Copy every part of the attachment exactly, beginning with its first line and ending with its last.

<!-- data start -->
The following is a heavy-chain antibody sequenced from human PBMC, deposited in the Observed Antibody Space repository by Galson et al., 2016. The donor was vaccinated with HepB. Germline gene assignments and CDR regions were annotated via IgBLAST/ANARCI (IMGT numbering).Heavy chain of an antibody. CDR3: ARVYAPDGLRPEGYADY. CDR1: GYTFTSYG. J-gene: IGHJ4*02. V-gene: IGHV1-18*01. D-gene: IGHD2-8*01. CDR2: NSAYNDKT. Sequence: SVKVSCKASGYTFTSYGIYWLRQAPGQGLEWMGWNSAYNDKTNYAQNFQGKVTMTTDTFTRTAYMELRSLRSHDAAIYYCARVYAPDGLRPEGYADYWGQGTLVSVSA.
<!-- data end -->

The following is a heavy-chain antibody sequenced from human PBMC, deposited in the Observed Antibody Space repository by Galson et al., 2016. The donor was vaccinated with HepB. Germline gene assignments and CDR regions were annotated via IgBLAST/ANARCI (IMGT numbering).Heavy chain of an antibody. CDR3: ARVYAPDGLRPEGYADY. CDR1: GYTFTSYG. J-gene: IGHJ4*02. V-gene: IGHV1-18*01. D-gene: IGHD2-8*01. CDR2: NSAYNDKT. Sequence: SVKVSCKASGYTFTSYGIYWLRQAPGQGLEWMGWNSAYNDKTNYAQNFQGKVTMTTDTFTRTAYMELRSLRSHDAAIYYCARVYAPDGLRPEGYADYWGQGTLVSVSA.